Unemployment was at a record low, as the central Oregon city of 80,000 basked in the glow of being named one of America's best places to live. People moved there in droves, attracted by stunning mountain backdrops, a sunny high-desert climate, skiing, fly fishing, rock and mountain climbing, backpacking, river running and other outdoor fun.
Now, thousands are out of work and unemployment is at a record high.
"When you rise really quickly, you also can fall very quickly," Williams adds. "And I think that's what we're experiencing."
The plunge is blamed on the nation's chilled housing market and economic crisis. New figures show an unemployment rate for Bend of 12.6 percent (not including seasonal layoffs). That's three times the jobless rate at the height of Bend's boom and double what it was last year.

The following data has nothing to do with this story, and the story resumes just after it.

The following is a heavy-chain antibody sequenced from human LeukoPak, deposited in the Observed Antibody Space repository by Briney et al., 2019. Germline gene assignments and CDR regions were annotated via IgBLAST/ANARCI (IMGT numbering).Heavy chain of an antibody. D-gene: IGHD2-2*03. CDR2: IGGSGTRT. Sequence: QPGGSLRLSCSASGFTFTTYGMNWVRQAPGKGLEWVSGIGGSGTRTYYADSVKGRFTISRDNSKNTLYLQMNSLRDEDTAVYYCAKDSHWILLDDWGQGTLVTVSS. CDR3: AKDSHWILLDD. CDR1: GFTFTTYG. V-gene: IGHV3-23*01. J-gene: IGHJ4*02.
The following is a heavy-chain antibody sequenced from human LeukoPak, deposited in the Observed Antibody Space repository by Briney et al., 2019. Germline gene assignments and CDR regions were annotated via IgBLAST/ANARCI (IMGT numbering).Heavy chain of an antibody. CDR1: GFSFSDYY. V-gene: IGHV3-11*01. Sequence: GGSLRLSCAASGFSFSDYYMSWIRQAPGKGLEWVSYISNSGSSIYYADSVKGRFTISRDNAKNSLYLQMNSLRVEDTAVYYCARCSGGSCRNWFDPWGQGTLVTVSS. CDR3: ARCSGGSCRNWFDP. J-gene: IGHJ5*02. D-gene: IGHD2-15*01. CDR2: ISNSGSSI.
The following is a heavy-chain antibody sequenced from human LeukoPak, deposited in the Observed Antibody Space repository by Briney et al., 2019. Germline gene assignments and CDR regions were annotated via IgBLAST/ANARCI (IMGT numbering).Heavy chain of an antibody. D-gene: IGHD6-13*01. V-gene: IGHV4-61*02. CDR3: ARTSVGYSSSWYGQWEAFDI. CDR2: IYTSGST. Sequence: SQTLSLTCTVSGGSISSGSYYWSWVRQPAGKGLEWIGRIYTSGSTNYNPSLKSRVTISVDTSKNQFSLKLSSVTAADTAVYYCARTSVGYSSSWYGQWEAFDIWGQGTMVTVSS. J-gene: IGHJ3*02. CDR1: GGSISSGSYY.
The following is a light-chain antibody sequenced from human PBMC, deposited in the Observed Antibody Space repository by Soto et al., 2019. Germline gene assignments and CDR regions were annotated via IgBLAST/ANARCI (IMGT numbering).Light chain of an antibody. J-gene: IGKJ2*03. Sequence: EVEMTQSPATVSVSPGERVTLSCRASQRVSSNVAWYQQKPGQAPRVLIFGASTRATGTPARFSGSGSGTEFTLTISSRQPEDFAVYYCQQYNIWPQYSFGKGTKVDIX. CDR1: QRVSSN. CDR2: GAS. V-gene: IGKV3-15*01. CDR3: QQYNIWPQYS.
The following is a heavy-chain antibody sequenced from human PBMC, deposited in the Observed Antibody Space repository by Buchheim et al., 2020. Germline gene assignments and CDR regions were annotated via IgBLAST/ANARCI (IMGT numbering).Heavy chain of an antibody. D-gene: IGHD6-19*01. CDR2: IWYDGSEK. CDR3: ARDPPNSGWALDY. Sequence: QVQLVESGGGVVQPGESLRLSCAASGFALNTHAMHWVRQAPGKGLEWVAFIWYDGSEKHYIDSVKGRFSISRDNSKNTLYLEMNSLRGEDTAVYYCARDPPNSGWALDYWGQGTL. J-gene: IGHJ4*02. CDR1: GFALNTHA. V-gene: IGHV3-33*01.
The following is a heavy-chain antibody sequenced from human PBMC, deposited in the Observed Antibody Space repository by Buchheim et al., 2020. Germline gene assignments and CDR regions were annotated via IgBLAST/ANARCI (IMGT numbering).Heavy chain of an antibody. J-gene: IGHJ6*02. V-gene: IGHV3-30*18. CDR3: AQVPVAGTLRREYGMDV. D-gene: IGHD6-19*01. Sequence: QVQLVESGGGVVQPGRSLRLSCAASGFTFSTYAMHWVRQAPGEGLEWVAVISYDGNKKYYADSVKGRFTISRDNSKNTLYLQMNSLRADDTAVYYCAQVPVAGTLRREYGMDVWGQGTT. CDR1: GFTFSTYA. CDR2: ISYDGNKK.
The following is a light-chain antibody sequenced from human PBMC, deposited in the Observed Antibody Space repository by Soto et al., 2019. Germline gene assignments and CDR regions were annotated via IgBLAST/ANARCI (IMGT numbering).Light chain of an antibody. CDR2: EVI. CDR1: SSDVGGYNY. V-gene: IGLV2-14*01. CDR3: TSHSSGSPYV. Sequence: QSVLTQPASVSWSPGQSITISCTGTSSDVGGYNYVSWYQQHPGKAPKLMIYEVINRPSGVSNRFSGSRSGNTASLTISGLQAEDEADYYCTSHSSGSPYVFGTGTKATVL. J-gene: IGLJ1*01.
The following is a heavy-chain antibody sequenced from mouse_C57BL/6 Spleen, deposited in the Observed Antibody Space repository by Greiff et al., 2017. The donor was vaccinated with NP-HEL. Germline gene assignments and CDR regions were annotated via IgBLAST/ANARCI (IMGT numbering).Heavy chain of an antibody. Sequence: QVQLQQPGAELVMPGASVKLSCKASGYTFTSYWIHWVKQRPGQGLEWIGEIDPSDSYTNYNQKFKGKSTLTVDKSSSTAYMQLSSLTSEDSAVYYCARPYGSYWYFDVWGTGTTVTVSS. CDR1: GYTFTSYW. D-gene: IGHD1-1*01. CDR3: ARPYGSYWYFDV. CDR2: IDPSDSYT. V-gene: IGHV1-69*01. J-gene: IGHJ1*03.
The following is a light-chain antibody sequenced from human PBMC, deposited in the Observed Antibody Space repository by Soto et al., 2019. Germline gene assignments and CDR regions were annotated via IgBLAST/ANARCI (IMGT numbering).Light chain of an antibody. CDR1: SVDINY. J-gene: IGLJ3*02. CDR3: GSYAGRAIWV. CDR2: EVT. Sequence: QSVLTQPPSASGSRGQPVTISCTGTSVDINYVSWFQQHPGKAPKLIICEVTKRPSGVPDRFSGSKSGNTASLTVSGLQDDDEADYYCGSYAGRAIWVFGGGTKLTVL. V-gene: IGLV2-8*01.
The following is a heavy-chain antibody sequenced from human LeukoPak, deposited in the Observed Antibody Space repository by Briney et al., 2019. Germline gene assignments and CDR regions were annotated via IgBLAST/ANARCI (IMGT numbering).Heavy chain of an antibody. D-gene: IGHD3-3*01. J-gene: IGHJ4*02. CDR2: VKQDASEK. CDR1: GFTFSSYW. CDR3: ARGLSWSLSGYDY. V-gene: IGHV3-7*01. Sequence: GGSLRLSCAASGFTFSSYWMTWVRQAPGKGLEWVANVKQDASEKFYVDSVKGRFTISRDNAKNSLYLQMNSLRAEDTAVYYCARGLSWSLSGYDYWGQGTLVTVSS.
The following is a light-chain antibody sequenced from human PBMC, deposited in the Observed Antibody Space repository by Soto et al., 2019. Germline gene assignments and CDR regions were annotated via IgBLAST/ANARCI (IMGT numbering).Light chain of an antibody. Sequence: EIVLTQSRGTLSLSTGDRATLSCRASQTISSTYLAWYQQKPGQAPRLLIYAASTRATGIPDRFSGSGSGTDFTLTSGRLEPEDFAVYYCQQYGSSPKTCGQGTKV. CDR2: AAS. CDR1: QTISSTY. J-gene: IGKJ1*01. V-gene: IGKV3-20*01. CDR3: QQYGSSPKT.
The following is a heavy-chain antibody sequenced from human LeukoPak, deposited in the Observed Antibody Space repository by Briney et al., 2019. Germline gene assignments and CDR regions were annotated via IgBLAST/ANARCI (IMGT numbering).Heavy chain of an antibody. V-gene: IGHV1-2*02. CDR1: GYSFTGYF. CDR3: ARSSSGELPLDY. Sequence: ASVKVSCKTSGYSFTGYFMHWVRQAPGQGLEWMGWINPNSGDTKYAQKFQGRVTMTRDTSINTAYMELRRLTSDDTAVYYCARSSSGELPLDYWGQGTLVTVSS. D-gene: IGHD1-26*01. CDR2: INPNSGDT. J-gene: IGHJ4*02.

An Evolution Of Industries
The Bend bust transformed 56-year-old Jay Swanzy from working man to unemployment statistic. His layoff notice came in a sealed envelope given to him at work but left unopened until he handed it to his wife, Frankie.
"Did you look at it?" she asked him. "No, I was going to let you open it," he replied. "Are you still hoping?" she went on. "Well, there's always hope," he answered.
This was in early February, less than a year after the closure of a woodworking mill ended Swanzy's 27 years as a millworker.
Wood products had once been the mainstay in the Bend economy. When Jay Swanzy was a kid, sons followed their fathers and grandfathers into the mills. But the industry has been declining for decades.